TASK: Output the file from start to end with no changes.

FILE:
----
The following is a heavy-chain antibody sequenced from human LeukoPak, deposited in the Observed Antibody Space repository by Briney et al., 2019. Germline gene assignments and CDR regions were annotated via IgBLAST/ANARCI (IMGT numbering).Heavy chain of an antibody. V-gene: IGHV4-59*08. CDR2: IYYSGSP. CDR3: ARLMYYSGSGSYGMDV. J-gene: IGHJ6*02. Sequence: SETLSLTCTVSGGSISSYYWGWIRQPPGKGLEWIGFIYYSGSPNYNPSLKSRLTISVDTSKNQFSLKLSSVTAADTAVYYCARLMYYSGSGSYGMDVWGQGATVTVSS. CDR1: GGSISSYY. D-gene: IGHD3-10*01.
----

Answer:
The following is a heavy-chain antibody sequenced from human LeukoPak, deposited in the Observed Antibody Space repository by Briney et al., 2019. Germline gene assignments and CDR regions were annotated via IgBLAST/ANARCI (IMGT numbering).Heavy chain of an antibody. V-gene: IGHV4-59*08. CDR2: IYYSGSP. CDR3: ARLMYYSGSGSYGMDV. J-gene: IGHJ6*02. Sequence: SETLSLTCTVSGGSISSYYWGWIRQPPGKGLEWIGFIYYSGSPNYNPSLKSRLTISVDTSKNQFSLKLSSVTAADTAVYYCARLMYYSGSGSYGMDVWGQGATVTVSS. CDR1: GGSISSYY. D-gene: IGHD3-10*01.